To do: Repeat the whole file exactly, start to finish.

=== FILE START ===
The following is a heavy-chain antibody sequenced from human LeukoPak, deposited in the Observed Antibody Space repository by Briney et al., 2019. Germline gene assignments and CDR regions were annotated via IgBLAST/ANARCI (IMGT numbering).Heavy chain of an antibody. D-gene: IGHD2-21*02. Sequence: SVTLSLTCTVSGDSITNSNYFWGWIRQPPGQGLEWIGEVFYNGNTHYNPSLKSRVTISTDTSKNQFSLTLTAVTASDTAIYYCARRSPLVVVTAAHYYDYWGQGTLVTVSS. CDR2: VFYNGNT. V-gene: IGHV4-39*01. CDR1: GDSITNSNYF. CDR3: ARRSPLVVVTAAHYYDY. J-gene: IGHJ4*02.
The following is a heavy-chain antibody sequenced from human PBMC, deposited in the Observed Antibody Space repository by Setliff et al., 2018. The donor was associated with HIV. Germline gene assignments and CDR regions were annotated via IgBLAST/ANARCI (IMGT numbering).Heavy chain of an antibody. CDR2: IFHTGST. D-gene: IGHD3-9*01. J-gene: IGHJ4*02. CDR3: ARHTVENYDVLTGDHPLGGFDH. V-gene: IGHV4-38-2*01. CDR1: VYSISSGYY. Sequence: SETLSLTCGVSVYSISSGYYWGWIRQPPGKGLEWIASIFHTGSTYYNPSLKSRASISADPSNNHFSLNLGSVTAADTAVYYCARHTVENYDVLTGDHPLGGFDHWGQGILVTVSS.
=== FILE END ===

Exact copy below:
The following is a heavy-chain antibody sequenced from human LeukoPak, deposited in the Observed Antibody Space repository by Briney et al., 2019. Germline gene assignments and CDR regions were annotated via IgBLAST/ANARCI (IMGT numbering).Heavy chain of an antibody. D-gene: IGHD2-21*02. Sequence: SVTLSLTCTVSGDSITNSNYFWGWIRQPPGQGLEWIGEVFYNGNTHYNPSLKSRVTISTDTSKNQFSLTLTAVTASDTAIYYCARRSPLVVVTAAHYYDYWGQGTLVTVSS. CDR2: VFYNGNT. V-gene: IGHV4-39*01. CDR1: GDSITNSNYF. CDR3: ARRSPLVVVTAAHYYDY. J-gene: IGHJ4*02.
The following is a heavy-chain antibody sequenced from human PBMC, deposited in the Observed Antibody Space repository by Setliff et al., 2018. The donor was associated with HIV. Germline gene assignments and CDR regions were annotated via IgBLAST/ANARCI (IMGT numbering).Heavy chain of an antibody. CDR2: IFHTGST. D-gene: IGHD3-9*01. J-gene: IGHJ4*02. CDR3: ARHTVENYDVLTGDHPLGGFDH. V-gene: IGHV4-38-2*01. CDR1: VYSISSGYY. Sequence: SETLSLTCGVSVYSISSGYYWGWIRQPPGKGLEWIASIFHTGSTYYNPSLKSRASISADPSNNHFSLNLGSVTAADTAVYYCARHTVENYDVLTGDHPLGGFDHWGQGILVTVSS.